Black Hawk Down
The true story of an elite group of U.S. soldiers whose peacekeeping mission to Somalia turns deadly when hostile civilians mount an unexpected attack.
It's 1993, and a group of some 150 elite Delta Commandos and Army Rangers are on their way to Mogadishu, Somalia, to hunt down a warlord who has been intercepting international food shipments intended for starving Somalis. Their mission is to capture the warlord's aides at a home in an area heavily controlled by his people. The plan is to drop in via helicopter, secure the area, storm the house, grab the aides and get the hell out. They figured the job would be easy enough, only taking about 90 minutes or so...but what they didn't plan for was thousands of angry civilians up in arms over what they saw as America's intrusion into their internal affairs. First one, then another, helicopter is shot down as the area is swarmed, and suddenly the peacekeeping mission becomes one of war as the soldiers must rescue their downed comrades. What begins as a 1-1/2 hour operation becomes an 18-hour fight for their lives, as the outnumbered Rangers and Commandos must stay alive against overwhelming odds in the country's most hostile region until they can be rescued.
Unlike too many action films in recent years, this film downplays the role of each soldier. Too much individual characterization can get tiresome, and in a movie like this who cares about the background and personal issues of each and every soldier in the battalion? Save us the sap, please. What you want to see is what producer Jerry Bruckheimer and director Ridley Scott do best--hardcore action, not Oscar-winning drama. Black Hawk Down treats these soldiers more as a collective group with something to do rather than individuals with something to prove. Several of these guys will be familiar from other war movies. Josh Hartnett, William Fichtner, Tom Sizemore and a few others were all in Pearl Harbor earlier this year. Hartnett is the Rangers' leader; Sizemore's a hard-boiled lieutenant colonel; Ewan McGregor pops up as a paper-pushing Ranger who leaves his desk for combat. The dialogue is the usual macho stuff and none of the actors stands out as especially unique, but that's the idea--it's about the mission, not the men.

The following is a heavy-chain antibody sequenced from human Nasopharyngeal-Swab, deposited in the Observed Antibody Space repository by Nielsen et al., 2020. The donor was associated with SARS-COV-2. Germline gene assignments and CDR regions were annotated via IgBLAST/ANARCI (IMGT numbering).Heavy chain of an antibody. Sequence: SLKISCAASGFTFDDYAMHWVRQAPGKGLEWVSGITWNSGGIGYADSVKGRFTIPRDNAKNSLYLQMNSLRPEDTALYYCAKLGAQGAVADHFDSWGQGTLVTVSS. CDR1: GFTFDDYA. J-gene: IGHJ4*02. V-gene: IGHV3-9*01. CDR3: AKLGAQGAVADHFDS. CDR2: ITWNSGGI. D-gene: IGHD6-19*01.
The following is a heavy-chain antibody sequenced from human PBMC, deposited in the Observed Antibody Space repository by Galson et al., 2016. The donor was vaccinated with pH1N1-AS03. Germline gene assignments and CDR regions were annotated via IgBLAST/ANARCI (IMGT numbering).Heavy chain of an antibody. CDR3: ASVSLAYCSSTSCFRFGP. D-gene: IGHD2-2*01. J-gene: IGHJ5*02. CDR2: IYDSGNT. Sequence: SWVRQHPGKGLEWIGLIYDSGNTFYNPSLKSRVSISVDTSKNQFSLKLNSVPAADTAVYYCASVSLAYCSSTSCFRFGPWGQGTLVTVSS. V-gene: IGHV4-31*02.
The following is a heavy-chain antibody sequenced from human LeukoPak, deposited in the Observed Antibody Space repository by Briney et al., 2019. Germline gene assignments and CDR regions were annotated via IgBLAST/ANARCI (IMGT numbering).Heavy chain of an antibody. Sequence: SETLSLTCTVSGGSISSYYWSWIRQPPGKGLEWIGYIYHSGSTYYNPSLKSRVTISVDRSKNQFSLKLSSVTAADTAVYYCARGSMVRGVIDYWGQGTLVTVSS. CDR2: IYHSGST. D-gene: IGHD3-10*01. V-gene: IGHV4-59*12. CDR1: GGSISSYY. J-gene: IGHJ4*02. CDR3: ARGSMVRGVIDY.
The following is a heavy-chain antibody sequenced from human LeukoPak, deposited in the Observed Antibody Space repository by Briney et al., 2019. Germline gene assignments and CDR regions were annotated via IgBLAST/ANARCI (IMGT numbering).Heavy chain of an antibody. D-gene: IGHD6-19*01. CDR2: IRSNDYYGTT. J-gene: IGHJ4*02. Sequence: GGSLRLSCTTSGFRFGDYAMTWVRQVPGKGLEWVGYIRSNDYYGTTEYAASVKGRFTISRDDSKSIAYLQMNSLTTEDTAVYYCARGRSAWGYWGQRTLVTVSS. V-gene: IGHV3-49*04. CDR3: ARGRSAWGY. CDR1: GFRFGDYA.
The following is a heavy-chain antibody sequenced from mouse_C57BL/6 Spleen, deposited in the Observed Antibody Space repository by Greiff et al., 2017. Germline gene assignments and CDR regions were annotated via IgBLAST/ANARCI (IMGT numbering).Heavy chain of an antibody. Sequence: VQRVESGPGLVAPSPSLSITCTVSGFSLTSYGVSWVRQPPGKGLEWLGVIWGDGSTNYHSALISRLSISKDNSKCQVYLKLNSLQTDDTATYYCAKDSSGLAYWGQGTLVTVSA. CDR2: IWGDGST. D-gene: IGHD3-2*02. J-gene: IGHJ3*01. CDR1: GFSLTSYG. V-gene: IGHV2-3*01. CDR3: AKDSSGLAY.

Clearly, this movie isn't as much about the acting as it is about the amazing battle scenes, which comprise the bulk of this movie. Director Scott captures to a tee the confusion, disorientation and utter hell these soldiers unwittingly found themselves in. The film's realism is technically brilliant and perfectly orchestrated, from the rooftop firefights to the hand-to-hand struggles aboard whirling choppers to the ground fire combat scenes against mobs of pissed-off Somalis. Hawk is so believable, so unrelenting, so carnage-laden, you almost feel like you're watching a movie filmed the very day the actual events unfolded eight years ago. It's brutal and often difficult to watch, yes, but also moving and sadly heroic as well. Bruckheimer, who worked hard to get the historic minutiae of the Pearl Harbor battle just right for that film, has the science of detail down pat. Everything in this movie looks great, right down to the actual Ranger extras and real Black Hawk helicopters.
Comprising two hours of the most vivid, intense battle scenes you'll ever see, Black Hawk Down is a thrilling, chilling cinematic achievement not to be missed--if you can stomach it.